“Then, in 1999, when [the opposition party] Movement for Democratic Change was formed, its support base was in Matabeleland,” explained Khumbulani Maphosa, team leader of the Better Bulawayo Initiative. “Most people were arrested, most were beaten, many were killed. For that reason, most people from here don’t want to be seen actively participating in politics.”
But people are more willing to advocate for local social issues, which they don’t perceive as political. And while they may consider traditional public protests too dangerous, using unconventional, low-risk methods that don’t directly confront the authorities is more appealing. Planting tufts of grass in potholes and quickly escaping before the police arrive is an example of a tactic that — while it may embarrass city officials — can be carried out with little fear of retaliation.
Better Bulawayo has also employed a perfectly legal technique they call “flooding.” To protest a large expenditure of scarce city funds to host some South African dignitaries, citizens used WhatsApp to deluge their city council members with photos showing how the money could be better spent. For example, they have sent pictures of a traffic light that isn’t working, a school house that needs a new roof, and broken windows in an abandoned government building.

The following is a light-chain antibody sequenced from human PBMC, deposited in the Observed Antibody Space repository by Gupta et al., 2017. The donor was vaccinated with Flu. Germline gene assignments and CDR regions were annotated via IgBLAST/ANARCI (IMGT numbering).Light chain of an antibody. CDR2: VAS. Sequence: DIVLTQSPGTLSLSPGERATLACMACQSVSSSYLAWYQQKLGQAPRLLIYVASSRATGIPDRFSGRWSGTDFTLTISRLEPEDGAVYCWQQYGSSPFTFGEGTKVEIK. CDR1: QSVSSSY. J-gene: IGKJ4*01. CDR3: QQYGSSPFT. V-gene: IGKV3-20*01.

In contrast to marches or other “top-down” organized protests, these creative nonviolent tactics have the potential to harness the imaginations and dynamism of more people in the community as they take ownership and become co-creators of their actions.
Motivating people, however, is a huge challenge, especially in a country where democratic institutions are weak. Politicians who don’t think they should be answerable to their constituents are a major problem. “In Zimbabwe, the culture of accountability is not there,” Maphosa said. “Our leaders are not used to being held accountable by their citizens. And the citizens are afraid to hold their leaders to account.”“We believe these are strategic actions … that build community confidence and involve different people,” said Matabeleland Institute for Human Rights general secretary Benedict Sibasa. “They build the capacity of communities to be creative and use community energy.”